It turns out there are other qualities that Google is looking for when bringing new people into their fold. Those five main qualities are learning ability, leadership, humility, ownership, and expertise. Google's rationale for seeking these five traits while looking beyond G.P.A.'s, test scores, and college education is that they're deliberately searching for innovative people who can think outside the box. This raises a question for all educators: Are we preparing our students to be able to get a job at Google?
I think I am. In my class, I like to use inquiry as much as possible. I've learned that asking questions to my students helps them so much more than simply showing them how to solve a problem. But what I also found that happens is students start finding different ways to solve problems. That's learning ability; that's one of the attributes Google looks for in its prospective employees. I also like to have my students work in groups. I think it's healthy for them to get a different perspective than my own in order for them to acquire deeper understanding of the material they're studying. But by collaborating, my students are learning not only to work together, but to take ownership of their work and to develop leadership skills.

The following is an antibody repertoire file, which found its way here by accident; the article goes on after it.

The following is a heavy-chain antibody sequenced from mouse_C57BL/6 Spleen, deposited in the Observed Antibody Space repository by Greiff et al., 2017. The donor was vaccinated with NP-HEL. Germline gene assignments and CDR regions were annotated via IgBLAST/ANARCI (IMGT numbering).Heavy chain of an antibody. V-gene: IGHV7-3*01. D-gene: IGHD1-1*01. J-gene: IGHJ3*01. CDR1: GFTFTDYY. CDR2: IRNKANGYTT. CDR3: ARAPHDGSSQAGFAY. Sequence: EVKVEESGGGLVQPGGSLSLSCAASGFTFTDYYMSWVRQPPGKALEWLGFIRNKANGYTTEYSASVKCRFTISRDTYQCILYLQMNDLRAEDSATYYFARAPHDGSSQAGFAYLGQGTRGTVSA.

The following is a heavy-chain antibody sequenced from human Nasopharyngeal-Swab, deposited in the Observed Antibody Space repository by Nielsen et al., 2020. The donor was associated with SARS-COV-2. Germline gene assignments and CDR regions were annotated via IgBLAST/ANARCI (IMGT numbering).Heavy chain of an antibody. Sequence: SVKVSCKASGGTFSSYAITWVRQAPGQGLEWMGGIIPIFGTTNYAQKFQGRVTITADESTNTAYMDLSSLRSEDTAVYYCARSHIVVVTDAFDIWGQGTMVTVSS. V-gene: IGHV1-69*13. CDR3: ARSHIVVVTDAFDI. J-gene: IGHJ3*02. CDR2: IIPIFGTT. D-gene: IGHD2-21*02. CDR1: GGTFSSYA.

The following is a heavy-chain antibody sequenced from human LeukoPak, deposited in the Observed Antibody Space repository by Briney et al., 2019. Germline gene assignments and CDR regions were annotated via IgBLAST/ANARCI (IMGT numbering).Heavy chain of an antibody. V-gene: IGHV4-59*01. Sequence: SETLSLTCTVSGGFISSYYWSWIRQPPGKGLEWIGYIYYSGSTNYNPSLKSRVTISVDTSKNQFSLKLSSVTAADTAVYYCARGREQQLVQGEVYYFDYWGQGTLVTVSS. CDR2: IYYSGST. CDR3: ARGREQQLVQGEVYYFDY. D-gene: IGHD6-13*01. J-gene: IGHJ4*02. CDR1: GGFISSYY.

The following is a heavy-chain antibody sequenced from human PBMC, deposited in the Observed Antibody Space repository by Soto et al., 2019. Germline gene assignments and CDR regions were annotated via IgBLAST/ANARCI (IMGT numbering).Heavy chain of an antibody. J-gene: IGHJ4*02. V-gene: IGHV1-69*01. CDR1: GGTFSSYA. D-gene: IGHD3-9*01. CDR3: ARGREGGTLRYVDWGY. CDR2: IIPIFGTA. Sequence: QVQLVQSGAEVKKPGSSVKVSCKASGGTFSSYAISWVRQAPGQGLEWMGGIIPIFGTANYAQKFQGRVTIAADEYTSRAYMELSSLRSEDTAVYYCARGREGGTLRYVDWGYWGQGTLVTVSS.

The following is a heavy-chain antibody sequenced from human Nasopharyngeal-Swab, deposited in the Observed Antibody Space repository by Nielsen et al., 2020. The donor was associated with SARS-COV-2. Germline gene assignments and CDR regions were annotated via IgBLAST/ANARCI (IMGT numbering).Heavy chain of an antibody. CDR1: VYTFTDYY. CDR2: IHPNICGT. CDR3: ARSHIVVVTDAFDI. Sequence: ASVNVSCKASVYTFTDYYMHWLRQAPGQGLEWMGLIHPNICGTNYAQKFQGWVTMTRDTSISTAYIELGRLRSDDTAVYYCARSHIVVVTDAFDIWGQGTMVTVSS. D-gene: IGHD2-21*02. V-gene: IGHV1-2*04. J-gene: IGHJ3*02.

Do I agree with Google's philosophy? I do, after all, a global leader like Google needs to find people who think and work differently, with different backgrounds and experiences, in order to both advance and discover. And the truth is that G.P.A.'s and test scores don't necessarily measure how well people can innovate, but they are able to show how well people can do what has already been done.
Friedman, T. (2014, February 22). How to Get a Job at Google. The New York Times. Retrieved from: http://www.nytimes.com/2014/02/23/opinion/sunday/friedman-how-to-get-a-job-at-google.html?_r=1